- Mary Chocolaterie is a unique artisan chocolate shop established in 1919 by Mary Delluc, the first woman chocolatier to pioneer Belgian chocolates. It’s one of a few chocolatiers awarded with the Belgian Royal Warrant. Mary’s top-quality chocolates come in its shabby chic gift box.
- Neuhaus Belgian Chocolate’s first store was opened in the Galeries Royales St. Hubert and remained in business until today. It’s Neuhaus, the inventor of the original Belgian pralines. Need to say more?
- Leonidas Belgian Chocolate is known for its use of 100% pure cocoa butter for the shell and natural ingredients. It is one of the most affordable authentic Belgian chocolates. For those looking for sharing happiness from Belgium with the loved ones back home, this could make a great gift without breaking the bank.
Brussels has so many other chocolatiers I didn’t mention here. If you’d like to explore more and taste-test without feeling pressured to buy at every single location, consider joining a Belgian Chocolate Making Workshop & Tour.
2. Belgian Trappist Beer
I’m not a beer connoisseur or expert in any way. So I won’t go into too many details here. But here are some interesting tidbits about Belgian beer I learned.
In the 12th century when clean drinking water was not readily available, a low-alcohol beer was a sanitary alternative. Monks in abbeys used to brew and distribute beer as a way to fundraise. These days, only ten monasteries brew Trappist beer in the world, six of which are in Belgium: Westmalle, Rochefort, Chimay, Orval, Westvleteren and Achel. Other similar beers brewed in non-Trappist monastery brewhouses are labeled as abbey beer such as Affligem and Leffe.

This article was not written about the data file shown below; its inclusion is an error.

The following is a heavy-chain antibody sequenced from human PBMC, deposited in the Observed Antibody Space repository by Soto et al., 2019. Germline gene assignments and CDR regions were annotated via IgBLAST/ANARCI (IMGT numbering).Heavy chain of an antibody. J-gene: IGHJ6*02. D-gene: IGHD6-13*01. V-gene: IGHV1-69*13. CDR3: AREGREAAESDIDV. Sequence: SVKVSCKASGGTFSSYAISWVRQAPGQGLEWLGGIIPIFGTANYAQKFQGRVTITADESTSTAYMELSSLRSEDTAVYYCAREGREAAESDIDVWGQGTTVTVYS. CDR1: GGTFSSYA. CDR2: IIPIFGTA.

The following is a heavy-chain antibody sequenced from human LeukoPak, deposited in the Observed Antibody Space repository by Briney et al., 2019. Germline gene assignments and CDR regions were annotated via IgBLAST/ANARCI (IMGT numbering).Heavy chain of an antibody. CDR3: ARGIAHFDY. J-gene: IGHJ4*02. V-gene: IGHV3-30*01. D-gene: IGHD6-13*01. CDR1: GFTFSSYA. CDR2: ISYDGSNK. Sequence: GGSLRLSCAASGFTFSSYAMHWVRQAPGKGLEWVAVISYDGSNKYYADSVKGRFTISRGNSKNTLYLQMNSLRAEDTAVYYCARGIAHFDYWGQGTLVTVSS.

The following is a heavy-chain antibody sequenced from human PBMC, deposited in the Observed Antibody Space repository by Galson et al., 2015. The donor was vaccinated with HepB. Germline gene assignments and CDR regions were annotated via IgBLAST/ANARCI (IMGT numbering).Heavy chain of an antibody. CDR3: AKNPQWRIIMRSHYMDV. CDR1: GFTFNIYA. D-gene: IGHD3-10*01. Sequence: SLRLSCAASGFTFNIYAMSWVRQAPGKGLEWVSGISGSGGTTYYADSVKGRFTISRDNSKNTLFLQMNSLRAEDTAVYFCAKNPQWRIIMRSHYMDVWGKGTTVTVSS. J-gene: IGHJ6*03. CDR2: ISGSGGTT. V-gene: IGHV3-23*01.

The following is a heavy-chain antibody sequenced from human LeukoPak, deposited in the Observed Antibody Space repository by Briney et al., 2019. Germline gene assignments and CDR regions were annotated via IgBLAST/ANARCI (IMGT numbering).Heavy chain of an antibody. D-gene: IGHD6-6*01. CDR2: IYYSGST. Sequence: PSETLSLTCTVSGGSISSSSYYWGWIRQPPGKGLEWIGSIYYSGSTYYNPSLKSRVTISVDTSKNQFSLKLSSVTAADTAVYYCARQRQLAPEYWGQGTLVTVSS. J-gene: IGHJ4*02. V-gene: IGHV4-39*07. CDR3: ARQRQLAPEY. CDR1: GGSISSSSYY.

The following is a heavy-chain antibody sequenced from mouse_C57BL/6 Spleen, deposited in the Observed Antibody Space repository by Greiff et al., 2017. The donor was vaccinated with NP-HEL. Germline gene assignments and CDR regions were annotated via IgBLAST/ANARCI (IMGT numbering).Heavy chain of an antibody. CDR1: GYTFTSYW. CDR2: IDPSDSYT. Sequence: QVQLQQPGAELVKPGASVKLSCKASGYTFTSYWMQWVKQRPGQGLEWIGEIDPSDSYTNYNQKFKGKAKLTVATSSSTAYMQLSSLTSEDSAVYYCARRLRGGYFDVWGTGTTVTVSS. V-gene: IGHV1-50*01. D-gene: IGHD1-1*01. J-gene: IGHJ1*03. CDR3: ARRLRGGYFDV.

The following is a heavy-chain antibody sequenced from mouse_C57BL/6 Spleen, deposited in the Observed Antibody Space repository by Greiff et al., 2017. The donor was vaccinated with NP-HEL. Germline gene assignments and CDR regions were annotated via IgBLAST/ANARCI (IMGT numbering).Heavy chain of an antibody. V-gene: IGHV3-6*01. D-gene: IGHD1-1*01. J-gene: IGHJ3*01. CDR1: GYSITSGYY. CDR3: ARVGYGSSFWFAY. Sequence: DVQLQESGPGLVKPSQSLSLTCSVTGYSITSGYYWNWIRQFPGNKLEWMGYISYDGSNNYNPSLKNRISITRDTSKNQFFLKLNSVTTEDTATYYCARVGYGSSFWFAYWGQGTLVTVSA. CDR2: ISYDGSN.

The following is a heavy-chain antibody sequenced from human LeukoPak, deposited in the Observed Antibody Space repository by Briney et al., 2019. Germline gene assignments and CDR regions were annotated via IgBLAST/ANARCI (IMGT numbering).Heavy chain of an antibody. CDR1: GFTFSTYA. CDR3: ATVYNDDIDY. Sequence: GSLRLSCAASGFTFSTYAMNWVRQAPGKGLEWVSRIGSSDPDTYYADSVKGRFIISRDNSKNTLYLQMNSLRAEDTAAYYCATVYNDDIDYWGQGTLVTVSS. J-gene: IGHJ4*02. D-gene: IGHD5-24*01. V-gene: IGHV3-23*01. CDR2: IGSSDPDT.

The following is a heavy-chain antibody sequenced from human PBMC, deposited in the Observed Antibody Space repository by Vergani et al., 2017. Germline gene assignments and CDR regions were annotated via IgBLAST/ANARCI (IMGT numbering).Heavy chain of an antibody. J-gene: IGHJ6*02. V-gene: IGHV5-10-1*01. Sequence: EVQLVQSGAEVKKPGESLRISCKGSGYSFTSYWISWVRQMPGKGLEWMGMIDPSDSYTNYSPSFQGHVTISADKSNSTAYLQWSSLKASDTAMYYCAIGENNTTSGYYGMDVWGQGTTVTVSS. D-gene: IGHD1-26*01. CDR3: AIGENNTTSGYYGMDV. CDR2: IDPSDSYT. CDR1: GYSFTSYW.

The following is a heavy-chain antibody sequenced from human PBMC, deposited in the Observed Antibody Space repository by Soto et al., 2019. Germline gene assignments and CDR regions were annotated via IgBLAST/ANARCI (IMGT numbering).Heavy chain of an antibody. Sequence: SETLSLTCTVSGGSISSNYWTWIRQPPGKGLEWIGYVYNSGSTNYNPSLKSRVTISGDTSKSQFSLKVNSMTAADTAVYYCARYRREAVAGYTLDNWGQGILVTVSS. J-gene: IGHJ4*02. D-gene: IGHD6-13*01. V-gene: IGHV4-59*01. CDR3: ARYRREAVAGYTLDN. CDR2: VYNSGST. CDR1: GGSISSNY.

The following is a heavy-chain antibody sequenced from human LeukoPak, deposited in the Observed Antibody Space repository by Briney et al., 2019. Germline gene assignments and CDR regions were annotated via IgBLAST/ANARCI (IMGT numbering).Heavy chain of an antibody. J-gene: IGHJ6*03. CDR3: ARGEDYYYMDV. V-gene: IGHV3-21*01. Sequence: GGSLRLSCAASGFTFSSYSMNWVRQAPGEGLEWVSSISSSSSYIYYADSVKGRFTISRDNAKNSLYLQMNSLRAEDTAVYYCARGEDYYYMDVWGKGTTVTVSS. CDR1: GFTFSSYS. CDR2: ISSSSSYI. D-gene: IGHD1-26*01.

Interestingly, these terms refer to the beer origin rather than a beer type. If you are wondering, Tripel and Dubbel are two classic examples of beer type Trappist/abbey brewhouses make. However, there are many more varieties of the Trappist beer, from blond to dark with varying alcohol volume, for all you beer lovers and beginners to try.
Why Should You Try Belgian Beer?
Drinking Belgian beer every day for an entire month in Europe was a life-changing experience. Let me begin by saying I never considered myself a beer person. And for a lightweight like me, drinking that much of anything in such a short period is a milestone, especially considering Belgian beer contains much higher alcohol content than American beers. Strangely, it didn’t even make me tipsy!
For full disclosure, I did have Belgian beer on multiple occasions in the U.S. No doubt it is tasty and refreshing despite the comparatively high alcohol content. But I never felt that it was an extraordinary experience. What made my experience more special in Belgium was drinking locally brewed beers (i.e. fresher!) while fully soaking up the local beer culture. Additionally, I was excited about the vast variety of beers I could find at local bars. So why not explore the world of amazing Belgian beer in Brussels? Who knows, you will surprise yourself as I did.
Best Bars for Beer Tasting in Brussels